But the district court, as I see it, itself erroneously conceived the question before it as being whether the union’s decision in the seniority dispute was correct on the merits, rather than whether the employee was disciplined within the meaning of the LMRDA. See Stein v. Mutuel Clerks’ Guild of Massachusetts, Inc., 560 F.2d 486, 491 (1st Cir. 1977); Vars v. International Brotherhood of Boilermakers, 320 F.2d 576, 578 (2d Cir. 1963).
 In my view the union’s action here was “discipline” within the Act. See generally Detroy v. American Guild of Variety Artists, 286 F.2d 75, 81 (2d Cir.), cert. denied, 366 U.S. 929, 81 S.Ct. 1650, 6 L.Ed.2d 388 (1961). The determination whether application to an employee of a union regulation — such as the reduction of appellant’s seniority here — constitutes discipline seems to turn on whether the employee has been “singled out” and whether he disputes the facts underlying the application of the regulation to him. See Beaird Player, Union Discipline of Its Membership Under Section 101(a)(5) of Landrum-Griffin: What Is “Discipline” and How Much Process Is Due?, 9 Ga.L.Rev. 383, 392-98 (1975). Appellant contends that he is the only employee who has had his seniority date unilaterally changed by the union, and he disputes the facts supporting the application of the regulation to him. There is some evidence in the record in support of his position in addition to his own testimony and the letter from Robert A. Cook, Plaintiff’s Exhibit 3, both of which were discredited by the district court. I refer specifically to Plaintiff’s Exhibit 2.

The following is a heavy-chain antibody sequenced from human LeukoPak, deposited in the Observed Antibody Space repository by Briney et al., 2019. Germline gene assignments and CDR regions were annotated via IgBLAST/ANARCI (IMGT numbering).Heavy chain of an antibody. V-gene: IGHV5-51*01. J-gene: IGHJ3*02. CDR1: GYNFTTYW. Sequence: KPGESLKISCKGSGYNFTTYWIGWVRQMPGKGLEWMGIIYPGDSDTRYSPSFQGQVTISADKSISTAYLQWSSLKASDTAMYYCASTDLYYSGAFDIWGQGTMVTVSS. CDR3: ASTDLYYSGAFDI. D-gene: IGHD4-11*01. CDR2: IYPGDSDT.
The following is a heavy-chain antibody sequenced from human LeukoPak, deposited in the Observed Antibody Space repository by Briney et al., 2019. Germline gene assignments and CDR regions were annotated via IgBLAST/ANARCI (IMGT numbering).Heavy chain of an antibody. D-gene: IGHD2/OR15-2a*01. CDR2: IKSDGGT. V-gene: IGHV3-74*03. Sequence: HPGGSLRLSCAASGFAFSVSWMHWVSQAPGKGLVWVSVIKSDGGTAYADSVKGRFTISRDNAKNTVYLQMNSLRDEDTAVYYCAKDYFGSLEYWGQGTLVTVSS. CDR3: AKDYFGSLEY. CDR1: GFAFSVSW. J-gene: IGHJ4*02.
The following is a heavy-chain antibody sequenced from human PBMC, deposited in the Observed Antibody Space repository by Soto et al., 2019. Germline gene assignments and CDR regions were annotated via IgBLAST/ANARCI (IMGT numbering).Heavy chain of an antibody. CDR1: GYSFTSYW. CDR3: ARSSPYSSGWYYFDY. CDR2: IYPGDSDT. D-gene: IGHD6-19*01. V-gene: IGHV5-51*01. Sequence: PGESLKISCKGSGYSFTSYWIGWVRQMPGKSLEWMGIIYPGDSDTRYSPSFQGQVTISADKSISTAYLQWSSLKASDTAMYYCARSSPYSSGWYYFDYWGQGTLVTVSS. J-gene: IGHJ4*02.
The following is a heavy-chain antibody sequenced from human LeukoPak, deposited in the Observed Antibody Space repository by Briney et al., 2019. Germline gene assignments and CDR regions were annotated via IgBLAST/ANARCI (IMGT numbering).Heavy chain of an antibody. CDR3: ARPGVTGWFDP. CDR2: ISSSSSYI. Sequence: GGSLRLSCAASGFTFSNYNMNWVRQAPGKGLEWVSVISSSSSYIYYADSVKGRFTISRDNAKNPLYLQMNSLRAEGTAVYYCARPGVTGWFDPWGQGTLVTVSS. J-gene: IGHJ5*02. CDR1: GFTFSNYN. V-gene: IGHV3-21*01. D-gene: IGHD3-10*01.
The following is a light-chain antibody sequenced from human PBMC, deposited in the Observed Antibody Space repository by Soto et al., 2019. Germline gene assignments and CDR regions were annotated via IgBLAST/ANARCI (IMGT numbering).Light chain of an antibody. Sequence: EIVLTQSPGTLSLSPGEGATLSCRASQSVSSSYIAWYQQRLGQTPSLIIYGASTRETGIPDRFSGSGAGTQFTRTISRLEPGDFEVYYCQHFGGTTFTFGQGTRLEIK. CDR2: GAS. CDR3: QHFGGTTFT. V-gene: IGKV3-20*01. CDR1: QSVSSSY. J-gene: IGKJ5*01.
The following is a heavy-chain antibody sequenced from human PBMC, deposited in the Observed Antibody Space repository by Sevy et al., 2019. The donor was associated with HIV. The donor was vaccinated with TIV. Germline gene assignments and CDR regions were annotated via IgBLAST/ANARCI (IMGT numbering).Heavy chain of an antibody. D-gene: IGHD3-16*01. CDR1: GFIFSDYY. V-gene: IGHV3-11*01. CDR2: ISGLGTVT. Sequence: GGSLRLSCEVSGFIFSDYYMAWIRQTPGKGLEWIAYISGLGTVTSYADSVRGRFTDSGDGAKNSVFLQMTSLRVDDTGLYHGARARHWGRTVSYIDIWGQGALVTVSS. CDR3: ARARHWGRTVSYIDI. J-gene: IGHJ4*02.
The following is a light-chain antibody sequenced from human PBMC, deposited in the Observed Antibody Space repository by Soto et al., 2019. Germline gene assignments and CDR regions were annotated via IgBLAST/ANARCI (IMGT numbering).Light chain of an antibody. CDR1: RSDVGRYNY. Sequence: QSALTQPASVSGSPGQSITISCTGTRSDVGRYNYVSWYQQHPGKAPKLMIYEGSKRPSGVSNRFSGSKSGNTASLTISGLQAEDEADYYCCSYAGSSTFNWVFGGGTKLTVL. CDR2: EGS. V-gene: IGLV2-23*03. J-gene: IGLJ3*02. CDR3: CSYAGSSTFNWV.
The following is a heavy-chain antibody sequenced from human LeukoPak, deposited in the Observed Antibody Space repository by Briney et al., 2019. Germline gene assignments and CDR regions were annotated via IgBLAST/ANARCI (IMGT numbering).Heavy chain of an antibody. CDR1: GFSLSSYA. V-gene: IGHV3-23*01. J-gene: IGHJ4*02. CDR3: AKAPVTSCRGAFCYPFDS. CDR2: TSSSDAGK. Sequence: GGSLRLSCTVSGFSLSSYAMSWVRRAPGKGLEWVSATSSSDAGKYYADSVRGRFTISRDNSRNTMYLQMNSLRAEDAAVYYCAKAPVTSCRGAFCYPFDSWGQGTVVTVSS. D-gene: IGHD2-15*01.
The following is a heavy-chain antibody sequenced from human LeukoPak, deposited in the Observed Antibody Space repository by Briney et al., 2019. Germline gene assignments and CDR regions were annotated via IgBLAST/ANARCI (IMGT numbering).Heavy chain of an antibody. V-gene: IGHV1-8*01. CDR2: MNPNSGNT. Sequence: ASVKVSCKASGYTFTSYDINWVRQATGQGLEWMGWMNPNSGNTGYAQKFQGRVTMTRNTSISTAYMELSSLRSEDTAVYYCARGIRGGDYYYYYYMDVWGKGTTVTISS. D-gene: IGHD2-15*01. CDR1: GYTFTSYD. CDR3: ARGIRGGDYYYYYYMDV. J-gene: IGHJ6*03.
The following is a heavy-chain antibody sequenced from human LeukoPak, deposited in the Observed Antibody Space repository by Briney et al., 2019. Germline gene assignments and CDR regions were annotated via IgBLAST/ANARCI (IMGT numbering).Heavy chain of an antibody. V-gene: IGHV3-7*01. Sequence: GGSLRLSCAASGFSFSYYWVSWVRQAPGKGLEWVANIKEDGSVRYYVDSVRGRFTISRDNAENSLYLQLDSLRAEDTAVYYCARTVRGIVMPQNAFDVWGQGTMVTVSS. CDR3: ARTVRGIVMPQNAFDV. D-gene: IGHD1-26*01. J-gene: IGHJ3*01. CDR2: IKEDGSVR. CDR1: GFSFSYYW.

If I am correct that the union administered “discipline” then the only question to be determined by the court below, with respect to the LMRDA section 101(a)(5)(C)
claim, was whether appellant had been afforded a “full and fair hearing” in the union disciplinary proceedings. I would remand for findings by the district court on this issue, particularly in regard to the impartiality of the union executive board. See Feltington v. Moving Picture Machine Operators Union Local 306, 605 F.2d 1251, 1256-57 (2d Cir. 1979), cert. denied, 446 U.S. 943, 100 S.Ct. 2169, 64 L.Ed.2d 799 (1980).
 With respect to appellant’s claim under LMRDA section 609, 29 U.S.C. § 529, the issue is whether the union’s disciplinary action stemmed from a retaliatory motive. Cooke v. Orange Belt District Council of Painters No. 48, 529 F.2d 815, 819-20 (9th Cir. 1976). The question of motive is one for the trier of fact Bradford v. Textile Workers of America Local 1093, 563 F.2d 1138, 1143 (4th Cir. 1977). And appellant was entitled to a jury trial of his damages claim, notwithstanding the fact that this claim was joined with a request for equitable relief under LMRDA section 101(a)(5)(C), Feltington, 605 F.2d at 1257-58.
 Accordingly I dissent.
There is no dispute that work with H. V. Finlay would have entitled Galke to seniority as of 1946, and that similar printouts were accepted by the union with respect to other members as sufficient proof under its seniority rules. No findings were made by the district court regarding the authenticity of the printout, or its more complete and even more helpful version submitted to the district court but not to the union, Exhibit 15.